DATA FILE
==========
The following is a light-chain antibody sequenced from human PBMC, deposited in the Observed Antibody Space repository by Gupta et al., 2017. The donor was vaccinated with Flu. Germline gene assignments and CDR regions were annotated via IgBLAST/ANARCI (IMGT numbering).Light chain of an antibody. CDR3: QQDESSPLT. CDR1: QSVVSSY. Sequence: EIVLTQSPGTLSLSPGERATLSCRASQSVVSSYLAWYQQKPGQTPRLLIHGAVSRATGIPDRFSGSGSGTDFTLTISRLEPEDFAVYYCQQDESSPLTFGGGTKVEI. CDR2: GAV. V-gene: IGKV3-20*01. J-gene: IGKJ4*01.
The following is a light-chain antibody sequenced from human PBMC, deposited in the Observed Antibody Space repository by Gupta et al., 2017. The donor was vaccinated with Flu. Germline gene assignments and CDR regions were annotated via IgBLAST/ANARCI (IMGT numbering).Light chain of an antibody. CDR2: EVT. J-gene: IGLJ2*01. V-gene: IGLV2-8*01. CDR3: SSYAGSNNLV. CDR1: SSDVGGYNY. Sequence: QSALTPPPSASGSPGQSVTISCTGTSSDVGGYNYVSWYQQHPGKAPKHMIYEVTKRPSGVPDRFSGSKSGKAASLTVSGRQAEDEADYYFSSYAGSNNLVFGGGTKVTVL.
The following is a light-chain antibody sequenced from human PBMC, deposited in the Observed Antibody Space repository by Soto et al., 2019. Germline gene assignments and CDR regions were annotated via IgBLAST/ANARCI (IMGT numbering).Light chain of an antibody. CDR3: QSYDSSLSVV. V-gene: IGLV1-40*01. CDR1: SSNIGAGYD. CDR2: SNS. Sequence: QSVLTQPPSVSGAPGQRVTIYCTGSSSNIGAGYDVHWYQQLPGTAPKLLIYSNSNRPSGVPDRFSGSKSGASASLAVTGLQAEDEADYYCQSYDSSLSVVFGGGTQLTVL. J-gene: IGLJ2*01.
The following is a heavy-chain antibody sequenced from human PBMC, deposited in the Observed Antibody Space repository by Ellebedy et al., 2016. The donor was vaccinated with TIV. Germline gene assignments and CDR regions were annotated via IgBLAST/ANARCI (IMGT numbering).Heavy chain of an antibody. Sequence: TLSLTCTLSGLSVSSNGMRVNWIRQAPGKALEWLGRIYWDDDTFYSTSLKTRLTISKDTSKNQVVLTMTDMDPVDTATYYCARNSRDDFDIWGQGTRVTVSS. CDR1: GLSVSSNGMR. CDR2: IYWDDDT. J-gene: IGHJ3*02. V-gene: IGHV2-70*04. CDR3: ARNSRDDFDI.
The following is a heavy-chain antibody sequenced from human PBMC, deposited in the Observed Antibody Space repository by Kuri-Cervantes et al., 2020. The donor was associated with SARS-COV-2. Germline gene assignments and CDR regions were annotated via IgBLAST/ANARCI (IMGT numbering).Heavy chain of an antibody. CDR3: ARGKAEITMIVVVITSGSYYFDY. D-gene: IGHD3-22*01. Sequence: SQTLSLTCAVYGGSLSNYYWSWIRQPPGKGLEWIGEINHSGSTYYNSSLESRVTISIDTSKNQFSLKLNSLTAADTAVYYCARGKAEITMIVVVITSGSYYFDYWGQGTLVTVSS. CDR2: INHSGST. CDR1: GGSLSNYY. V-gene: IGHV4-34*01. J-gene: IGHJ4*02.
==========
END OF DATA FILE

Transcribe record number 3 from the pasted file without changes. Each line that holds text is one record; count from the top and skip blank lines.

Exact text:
The following is a light-chain antibody sequenced from human PBMC, deposited in the Observed Antibody Space repository by Soto et al., 2019. Germline gene assignments and CDR regions were annotated via IgBLAST/ANARCI (IMGT numbering).Light chain of an antibody. CDR3: QSYDSSLSVV. V-gene: IGLV1-40*01. CDR1: SSNIGAGYD. CDR2: SNS. Sequence: QSVLTQPPSVSGAPGQRVTIYCTGSSSNIGAGYDVHWYQQLPGTAPKLLIYSNSNRPSGVPDRFSGSKSGASASLAVTGLQAEDEADYYCQSYDSSLSVVFGGGTQLTVL. J-gene: IGLJ2*01.